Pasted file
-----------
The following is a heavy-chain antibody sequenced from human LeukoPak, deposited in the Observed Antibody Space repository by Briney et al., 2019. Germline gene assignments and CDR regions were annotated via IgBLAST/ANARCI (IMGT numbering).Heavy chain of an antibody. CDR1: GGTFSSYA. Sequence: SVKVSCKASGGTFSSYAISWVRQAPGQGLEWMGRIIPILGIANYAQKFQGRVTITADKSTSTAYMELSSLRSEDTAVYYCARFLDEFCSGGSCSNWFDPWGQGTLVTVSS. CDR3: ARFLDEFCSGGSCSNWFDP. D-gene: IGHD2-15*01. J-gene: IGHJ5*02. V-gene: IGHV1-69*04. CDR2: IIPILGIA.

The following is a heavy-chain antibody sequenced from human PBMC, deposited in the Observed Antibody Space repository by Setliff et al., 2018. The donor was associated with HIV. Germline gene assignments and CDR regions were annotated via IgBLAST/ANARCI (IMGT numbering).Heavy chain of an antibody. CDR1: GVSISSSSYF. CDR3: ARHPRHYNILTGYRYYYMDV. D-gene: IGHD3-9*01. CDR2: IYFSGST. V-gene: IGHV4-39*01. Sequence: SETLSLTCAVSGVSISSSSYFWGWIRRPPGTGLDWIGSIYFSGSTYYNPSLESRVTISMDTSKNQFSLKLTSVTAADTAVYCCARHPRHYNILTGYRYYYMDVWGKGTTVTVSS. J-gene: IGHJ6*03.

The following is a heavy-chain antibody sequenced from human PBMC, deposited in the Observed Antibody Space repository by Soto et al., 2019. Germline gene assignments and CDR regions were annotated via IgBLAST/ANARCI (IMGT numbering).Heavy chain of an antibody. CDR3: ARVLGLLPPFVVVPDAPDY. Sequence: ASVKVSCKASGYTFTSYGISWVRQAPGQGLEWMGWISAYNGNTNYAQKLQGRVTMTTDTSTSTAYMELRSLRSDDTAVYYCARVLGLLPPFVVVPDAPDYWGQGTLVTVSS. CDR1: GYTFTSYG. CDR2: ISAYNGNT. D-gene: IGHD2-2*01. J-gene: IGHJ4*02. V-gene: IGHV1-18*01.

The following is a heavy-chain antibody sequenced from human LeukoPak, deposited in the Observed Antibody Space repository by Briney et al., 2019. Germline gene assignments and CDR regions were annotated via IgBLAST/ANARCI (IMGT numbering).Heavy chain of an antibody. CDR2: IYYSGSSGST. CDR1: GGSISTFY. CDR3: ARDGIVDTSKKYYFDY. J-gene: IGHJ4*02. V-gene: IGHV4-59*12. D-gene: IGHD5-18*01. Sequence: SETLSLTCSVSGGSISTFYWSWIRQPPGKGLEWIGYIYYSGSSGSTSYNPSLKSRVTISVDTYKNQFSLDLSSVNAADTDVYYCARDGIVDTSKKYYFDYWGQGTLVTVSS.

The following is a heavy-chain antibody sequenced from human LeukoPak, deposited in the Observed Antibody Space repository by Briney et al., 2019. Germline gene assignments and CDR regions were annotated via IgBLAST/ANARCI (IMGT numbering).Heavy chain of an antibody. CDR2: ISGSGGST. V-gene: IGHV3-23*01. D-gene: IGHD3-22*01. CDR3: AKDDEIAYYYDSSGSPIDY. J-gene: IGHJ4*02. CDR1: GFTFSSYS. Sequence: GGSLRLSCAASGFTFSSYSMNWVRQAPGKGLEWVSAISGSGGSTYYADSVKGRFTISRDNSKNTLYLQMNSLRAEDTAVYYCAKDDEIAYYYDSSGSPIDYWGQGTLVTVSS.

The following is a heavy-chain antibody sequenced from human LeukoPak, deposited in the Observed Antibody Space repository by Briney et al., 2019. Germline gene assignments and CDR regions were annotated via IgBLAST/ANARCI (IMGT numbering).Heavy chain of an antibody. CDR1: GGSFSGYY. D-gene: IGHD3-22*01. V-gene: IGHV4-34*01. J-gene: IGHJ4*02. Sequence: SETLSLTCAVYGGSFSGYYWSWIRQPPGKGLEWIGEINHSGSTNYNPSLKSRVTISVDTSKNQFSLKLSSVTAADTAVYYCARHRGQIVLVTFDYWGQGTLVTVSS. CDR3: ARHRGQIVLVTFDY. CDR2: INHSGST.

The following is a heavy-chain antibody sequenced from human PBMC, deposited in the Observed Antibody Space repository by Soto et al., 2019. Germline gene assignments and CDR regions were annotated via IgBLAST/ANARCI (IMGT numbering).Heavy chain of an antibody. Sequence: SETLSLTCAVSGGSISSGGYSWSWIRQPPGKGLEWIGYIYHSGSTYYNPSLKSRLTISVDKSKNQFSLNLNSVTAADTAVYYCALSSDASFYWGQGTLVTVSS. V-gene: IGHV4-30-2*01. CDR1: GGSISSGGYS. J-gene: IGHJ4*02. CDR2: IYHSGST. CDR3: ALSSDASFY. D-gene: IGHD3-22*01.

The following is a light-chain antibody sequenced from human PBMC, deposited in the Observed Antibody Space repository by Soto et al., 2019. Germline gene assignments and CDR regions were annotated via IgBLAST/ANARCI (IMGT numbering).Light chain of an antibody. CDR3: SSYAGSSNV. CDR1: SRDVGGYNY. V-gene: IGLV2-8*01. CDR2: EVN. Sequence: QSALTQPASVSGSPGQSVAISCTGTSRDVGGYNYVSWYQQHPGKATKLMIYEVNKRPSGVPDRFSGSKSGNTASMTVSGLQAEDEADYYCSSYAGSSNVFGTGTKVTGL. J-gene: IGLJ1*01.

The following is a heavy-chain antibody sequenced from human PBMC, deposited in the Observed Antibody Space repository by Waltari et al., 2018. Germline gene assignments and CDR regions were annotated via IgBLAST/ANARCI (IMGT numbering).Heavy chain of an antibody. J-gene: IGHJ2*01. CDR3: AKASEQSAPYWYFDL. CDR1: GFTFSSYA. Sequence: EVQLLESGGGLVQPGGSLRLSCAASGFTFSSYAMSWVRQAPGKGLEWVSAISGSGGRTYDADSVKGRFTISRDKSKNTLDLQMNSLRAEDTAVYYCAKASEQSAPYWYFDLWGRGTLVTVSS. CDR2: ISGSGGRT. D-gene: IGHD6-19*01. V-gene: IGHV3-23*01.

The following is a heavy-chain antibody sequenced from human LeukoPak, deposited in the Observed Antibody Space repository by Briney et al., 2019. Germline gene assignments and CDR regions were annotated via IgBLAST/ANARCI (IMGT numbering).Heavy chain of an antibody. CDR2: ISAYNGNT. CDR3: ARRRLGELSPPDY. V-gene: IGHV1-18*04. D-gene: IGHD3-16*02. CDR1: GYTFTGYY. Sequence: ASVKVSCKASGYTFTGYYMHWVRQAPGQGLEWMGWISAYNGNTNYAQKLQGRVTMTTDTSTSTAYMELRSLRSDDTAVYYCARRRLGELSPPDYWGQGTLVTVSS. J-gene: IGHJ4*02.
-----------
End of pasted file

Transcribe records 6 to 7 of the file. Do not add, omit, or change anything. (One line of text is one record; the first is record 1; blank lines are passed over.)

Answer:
The following is a heavy-chain antibody sequenced from human LeukoPak, deposited in the Observed Antibody Space repository by Briney et al., 2019. Germline gene assignments and CDR regions were annotated via IgBLAST/ANARCI (IMGT numbering).Heavy chain of an antibody. CDR1: GGSFSGYY. D-gene: IGHD3-22*01. V-gene: IGHV4-34*01. J-gene: IGHJ4*02. Sequence: SETLSLTCAVYGGSFSGYYWSWIRQPPGKGLEWIGEINHSGSTNYNPSLKSRVTISVDTSKNQFSLKLSSVTAADTAVYYCARHRGQIVLVTFDYWGQGTLVTVSS. CDR3: ARHRGQIVLVTFDY. CDR2: INHSGST.

The following is a heavy-chain antibody sequenced from human PBMC, deposited in the Observed Antibody Space repository by Soto et al., 2019. Germline gene assignments and CDR regions were annotated via IgBLAST/ANARCI (IMGT numbering).Heavy chain of an antibody. Sequence: SETLSLTCAVSGGSISSGGYSWSWIRQPPGKGLEWIGYIYHSGSTYYNPSLKSRLTISVDKSKNQFSLNLNSVTAADTAVYYCALSSDASFYWGQGTLVTVSS. V-gene: IGHV4-30-2*01. CDR1: GGSISSGGYS. J-gene: IGHJ4*02. CDR2: IYHSGST. CDR3: ALSSDASFY. D-gene: IGHD3-22*01.